As with so much in the world of autism, the definition of a good educational program depends upon the needs of the individual child. Thus, while there are certain elements that are likely to be positive for any child with autism, the bottom line is all about your child’s individual strengths and challenges, and whether they “click” with their teacher and setting.
If you have a child who has autism, you will face many questions about how to make the best educational choices. Education can be a difficult challenge for both the parents and teachers of autistic children. But the more informed you are, the better equipped you will be to make decisions about the education of your child as they arise.
The Importance of Education for Autistic Children
Experts agree that early intervention is one of the most important parts of successfully educating children with autism. If autism is diagnosed early, educational interventions can improve outcomes in autistic children by helping them with social interaction, verbal and non-verbal communication, and behavior.
IDEA: A Program for Autistic Children
The U.S. federal government has a special education program specifically designed to meet the educational needs of autistic children. The program, backed by a law called the Individuals with Disabilities Education Act (IDEA), has served more than 100,000 school-aged children who have autism.
- Autistic children have the right to free public education.
- Children with autism must have access to an individualized education program specific to their disability.
- Students with autism and other disabilities will be included in academic assessment programs.
- Autistic children and other children with disabilities are to be placed in the least restrictive educational environment, which means they should be educated alongside their peers who do not have disabilities.
Even if your child is not yet of school age, there are early intervention and preschool programs for which most children with autism are eligible. These programs can be administered in your home and in schools and other community settings. In many cases, these early intervention programs can help prepare your child for success in a regular classroom.
Your Child’s Individualized Education Plan
You can find out more about the IDEA law from the U.S. Department of Education.
No single program is right for every autistic child. What services your child receives will depend on his individual needs.
Some of the educational services your child may have access to include:
- Special education taught by teachers or aides. Just as with other children, the goals of education for autistic children are to enable them to be as independent and socially responsible as possible.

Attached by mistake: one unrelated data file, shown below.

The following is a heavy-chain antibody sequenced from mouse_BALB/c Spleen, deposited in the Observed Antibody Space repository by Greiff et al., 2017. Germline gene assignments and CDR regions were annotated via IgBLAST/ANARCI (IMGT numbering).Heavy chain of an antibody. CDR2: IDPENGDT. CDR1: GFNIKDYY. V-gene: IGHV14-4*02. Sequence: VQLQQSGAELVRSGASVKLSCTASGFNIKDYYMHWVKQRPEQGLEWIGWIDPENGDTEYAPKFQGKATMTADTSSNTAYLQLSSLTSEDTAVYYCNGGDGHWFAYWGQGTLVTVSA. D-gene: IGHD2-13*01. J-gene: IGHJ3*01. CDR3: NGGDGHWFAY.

- Speech therapy. Since many autistic children have serious problems with verbal communication, speech therapy can help with speech development.
- Psychological counseling. Psychological counseling can help children deal with emotional problems that are associated with autism.
- Behavioral therapy. Behavioral therapy can teach children about appropriate behaviors.
- Occupational therapy. Occupational therapy can teach children how to engage in tasks and play that are appropriate for their developmental stage.
- Physical therapy. Physical therapy can help children with autism by improving their motor skills.
You will work closely with your child’s school staff to design the most appropriate educational program for your child. This program will be created with your child’s needs in mind and is called an Individualized Education Plan, or IEP. It is important to stay in close communication with teachers and school administrators to evaluate your child’s progress and discuss options for adjusting the IEP. Though the right school program can be wonderful for your child, continuing to be his advocate with the school administration will help ensure your child receives all the services he is entitled to.
Educational Options for Autistic Children: Questions to Consider
Mainstreaming? Inclusion? Special needs classes? Public school? Private school? Which is best for your child? The answer, of course, is — it all depends! Some questions to consider as you begin thinking about your options are:
- Is your autistic child verbal and engaged?
- How are her academic skills?
- Can he handle large groups?
- Does she do well with a lot of sensory input?
- Does he have difficulties with focus?
- Has she had a tough time in typical classrooms in the past?
- What kinds of programs can your public school offer?
- How well do local programs fit your child’s needs and abilities?
- Are there local private or charter options that make logistical and financial sense for your family?
What the Law Requires of Your School District
If you live in the United States, the Individuals with Disabilities Education Act (IDEA) requires that your district provide the “Least Restrictive Environment” for your child’s education. That means that they must consider such options as mainstreaming before deciding (with your involvement) on a more specialized setting.
You may, of course, decide that your child is better off in a specialized setting — but if you decide to work with public schools, you may have to prove that the mainstream setting is NOT working before seeking funding for a private or specialized setting. You can learn more about mainstreaming and autism in another post we will do for you!